Standard: We would like to apologise for our conduct during the (newspaper) war

The new regime of the Evening Standard has launched an advertising campaign to apologise for its past mistakes.

It is the first move of a three-week advertising blitz ahead of a relaunch on 11 May, reports Standard media columnist Roy Greenslade in The Guardian.

Apparently it follows market research commissioned by new editor Geordie Greig.

Greenslade writes:

“The market research evidently discovered that Londoners considered the paper to be too negative, not celebratory enough and guilty of failing to cater for the capital’s needs. A great city with great facilities was being persistently talked down.”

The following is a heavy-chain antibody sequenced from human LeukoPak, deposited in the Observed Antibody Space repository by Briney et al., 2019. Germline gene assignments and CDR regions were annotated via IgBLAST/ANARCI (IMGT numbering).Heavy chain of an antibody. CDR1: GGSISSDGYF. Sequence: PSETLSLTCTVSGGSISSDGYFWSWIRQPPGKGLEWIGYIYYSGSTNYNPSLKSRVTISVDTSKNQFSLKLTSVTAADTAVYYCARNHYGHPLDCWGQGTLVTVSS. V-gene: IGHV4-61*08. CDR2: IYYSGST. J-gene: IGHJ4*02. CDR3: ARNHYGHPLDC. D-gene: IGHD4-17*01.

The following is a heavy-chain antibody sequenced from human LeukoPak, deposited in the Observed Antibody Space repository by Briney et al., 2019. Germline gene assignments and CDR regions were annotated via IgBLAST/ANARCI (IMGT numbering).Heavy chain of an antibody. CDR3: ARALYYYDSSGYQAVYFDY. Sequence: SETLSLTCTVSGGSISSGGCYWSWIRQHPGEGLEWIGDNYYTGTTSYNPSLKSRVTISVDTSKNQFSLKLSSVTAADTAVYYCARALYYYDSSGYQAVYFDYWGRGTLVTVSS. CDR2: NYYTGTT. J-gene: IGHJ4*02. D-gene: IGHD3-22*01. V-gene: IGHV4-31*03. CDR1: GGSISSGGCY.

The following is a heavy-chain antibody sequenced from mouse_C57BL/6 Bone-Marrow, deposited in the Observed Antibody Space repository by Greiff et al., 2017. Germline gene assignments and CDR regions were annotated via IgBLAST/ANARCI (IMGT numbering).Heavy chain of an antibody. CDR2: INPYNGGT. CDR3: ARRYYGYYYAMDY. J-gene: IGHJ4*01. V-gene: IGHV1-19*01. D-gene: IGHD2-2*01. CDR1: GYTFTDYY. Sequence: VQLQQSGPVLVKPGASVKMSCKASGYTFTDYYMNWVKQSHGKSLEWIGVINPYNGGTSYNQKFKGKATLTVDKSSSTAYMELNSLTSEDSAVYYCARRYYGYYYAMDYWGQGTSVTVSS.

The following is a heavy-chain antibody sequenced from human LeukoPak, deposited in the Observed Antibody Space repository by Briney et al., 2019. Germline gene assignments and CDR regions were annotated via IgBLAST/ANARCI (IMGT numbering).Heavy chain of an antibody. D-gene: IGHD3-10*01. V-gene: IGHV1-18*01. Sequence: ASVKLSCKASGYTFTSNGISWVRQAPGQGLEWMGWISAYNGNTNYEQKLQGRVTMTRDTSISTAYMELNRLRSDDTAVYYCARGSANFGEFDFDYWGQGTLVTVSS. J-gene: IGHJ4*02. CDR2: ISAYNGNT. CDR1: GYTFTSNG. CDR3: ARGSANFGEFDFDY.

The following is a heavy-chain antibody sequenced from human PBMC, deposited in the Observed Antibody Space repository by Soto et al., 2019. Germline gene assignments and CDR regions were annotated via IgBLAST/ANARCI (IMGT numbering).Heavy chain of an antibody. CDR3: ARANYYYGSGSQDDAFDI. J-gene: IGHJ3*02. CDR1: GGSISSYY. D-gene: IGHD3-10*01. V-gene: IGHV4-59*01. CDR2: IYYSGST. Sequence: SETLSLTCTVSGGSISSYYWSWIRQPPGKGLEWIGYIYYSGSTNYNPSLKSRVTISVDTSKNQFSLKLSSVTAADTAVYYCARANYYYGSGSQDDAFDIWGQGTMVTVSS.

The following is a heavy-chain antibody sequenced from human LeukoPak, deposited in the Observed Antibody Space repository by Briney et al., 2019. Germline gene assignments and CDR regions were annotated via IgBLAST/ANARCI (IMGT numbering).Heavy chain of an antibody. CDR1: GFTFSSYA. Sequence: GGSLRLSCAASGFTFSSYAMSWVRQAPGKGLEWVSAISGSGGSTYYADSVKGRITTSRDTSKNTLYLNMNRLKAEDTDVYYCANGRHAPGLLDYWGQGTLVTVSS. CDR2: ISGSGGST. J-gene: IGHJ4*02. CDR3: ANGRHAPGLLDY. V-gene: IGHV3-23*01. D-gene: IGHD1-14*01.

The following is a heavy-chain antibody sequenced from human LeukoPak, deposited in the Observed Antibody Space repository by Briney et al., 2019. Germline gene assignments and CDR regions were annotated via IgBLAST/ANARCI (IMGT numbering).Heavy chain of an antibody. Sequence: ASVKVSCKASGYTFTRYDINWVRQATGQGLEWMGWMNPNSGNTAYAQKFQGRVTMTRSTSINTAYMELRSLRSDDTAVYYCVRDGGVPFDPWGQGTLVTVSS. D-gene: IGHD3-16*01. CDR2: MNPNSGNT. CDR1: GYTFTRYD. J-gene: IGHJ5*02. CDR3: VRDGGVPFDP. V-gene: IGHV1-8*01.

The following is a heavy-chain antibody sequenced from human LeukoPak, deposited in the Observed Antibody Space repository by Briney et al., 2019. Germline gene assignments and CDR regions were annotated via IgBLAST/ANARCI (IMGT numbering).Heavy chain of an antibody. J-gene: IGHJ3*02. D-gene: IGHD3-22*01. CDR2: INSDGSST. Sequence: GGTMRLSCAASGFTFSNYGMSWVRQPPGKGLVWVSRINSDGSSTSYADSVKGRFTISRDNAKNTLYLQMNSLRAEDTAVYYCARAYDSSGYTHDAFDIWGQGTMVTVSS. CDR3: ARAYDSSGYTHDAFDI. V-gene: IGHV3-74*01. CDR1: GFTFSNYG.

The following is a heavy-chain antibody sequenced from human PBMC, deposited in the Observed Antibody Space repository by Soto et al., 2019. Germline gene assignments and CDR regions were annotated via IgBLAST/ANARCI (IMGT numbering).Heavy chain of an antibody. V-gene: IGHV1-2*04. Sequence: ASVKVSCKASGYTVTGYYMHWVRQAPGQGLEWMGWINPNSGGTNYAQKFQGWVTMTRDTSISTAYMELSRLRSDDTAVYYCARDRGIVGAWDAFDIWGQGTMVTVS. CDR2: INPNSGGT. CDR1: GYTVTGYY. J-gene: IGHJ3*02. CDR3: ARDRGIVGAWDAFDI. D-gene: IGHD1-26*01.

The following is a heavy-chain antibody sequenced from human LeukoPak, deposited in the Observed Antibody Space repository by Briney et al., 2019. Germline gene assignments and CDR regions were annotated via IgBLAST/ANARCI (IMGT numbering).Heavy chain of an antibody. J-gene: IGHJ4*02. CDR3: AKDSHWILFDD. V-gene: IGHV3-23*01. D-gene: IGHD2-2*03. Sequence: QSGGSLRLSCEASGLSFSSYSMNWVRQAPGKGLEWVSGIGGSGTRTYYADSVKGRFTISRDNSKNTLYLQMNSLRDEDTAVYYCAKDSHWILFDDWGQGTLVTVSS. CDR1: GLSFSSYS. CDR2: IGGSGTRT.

Londoners thought the Standard was not celebratory enough?

One wonders where market researchers find these people. Having lived in London for 10 years I have never met a Londoner who doesn’t like to whinge about the place’s many failings – particularly the transport system.

It’s worth noting that the only time the Standard has put on significant paid-for sales in recent years was with its superb reporting of the 7 July 2005 bombings in London.

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